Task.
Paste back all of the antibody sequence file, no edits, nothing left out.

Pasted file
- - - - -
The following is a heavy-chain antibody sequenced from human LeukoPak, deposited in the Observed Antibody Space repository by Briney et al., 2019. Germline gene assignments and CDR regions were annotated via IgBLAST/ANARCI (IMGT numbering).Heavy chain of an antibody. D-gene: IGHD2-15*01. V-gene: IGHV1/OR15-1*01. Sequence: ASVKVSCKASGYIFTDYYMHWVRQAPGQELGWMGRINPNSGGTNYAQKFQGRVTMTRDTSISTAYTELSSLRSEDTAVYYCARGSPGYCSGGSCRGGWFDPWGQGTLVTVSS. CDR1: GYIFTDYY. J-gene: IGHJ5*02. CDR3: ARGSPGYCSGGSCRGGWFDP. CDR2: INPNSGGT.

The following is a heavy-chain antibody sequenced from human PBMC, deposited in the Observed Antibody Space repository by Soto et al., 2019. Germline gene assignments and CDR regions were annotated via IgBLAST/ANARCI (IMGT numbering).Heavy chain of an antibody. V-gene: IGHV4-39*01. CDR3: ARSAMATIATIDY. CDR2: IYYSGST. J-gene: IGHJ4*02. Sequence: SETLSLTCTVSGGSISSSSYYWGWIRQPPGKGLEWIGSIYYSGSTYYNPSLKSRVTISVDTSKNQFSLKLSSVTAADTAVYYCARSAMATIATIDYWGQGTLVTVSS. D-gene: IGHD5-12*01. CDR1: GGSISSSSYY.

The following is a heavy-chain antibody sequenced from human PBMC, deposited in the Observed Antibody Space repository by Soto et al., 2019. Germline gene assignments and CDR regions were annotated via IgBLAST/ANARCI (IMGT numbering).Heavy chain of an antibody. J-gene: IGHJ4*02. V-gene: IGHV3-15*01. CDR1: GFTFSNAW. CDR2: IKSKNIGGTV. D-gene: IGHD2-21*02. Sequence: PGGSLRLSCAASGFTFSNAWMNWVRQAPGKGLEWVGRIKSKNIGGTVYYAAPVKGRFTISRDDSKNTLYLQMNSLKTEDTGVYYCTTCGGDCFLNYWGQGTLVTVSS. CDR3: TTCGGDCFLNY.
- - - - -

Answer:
The following is a heavy-chain antibody sequenced from human LeukoPak, deposited in the Observed Antibody Space repository by Briney et al., 2019. Germline gene assignments and CDR regions were annotated via IgBLAST/ANARCI (IMGT numbering).Heavy chain of an antibody. D-gene: IGHD2-15*01. V-gene: IGHV1/OR15-1*01. Sequence: ASVKVSCKASGYIFTDYYMHWVRQAPGQELGWMGRINPNSGGTNYAQKFQGRVTMTRDTSISTAYTELSSLRSEDTAVYYCARGSPGYCSGGSCRGGWFDPWGQGTLVTVSS. CDR1: GYIFTDYY. J-gene: IGHJ5*02. CDR3: ARGSPGYCSGGSCRGGWFDP. CDR2: INPNSGGT.

The following is a heavy-chain antibody sequenced from human PBMC, deposited in the Observed Antibody Space repository by Soto et al., 2019. Germline gene assignments and CDR regions were annotated via IgBLAST/ANARCI (IMGT numbering).Heavy chain of an antibody. V-gene: IGHV4-39*01. CDR3: ARSAMATIATIDY. CDR2: IYYSGST. J-gene: IGHJ4*02. Sequence: SETLSLTCTVSGGSISSSSYYWGWIRQPPGKGLEWIGSIYYSGSTYYNPSLKSRVTISVDTSKNQFSLKLSSVTAADTAVYYCARSAMATIATIDYWGQGTLVTVSS. D-gene: IGHD5-12*01. CDR1: GGSISSSSYY.

The following is a heavy-chain antibody sequenced from human PBMC, deposited in the Observed Antibody Space repository by Soto et al., 2019. Germline gene assignments and CDR regions were annotated via IgBLAST/ANARCI (IMGT numbering).Heavy chain of an antibody. J-gene: IGHJ4*02. V-gene: IGHV3-15*01. CDR1: GFTFSNAW. CDR2: IKSKNIGGTV. D-gene: IGHD2-21*02. Sequence: PGGSLRLSCAASGFTFSNAWMNWVRQAPGKGLEWVGRIKSKNIGGTVYYAAPVKGRFTISRDDSKNTLYLQMNSLKTEDTGVYYCTTCGGDCFLNYWGQGTLVTVSS. CDR3: TTCGGDCFLNY.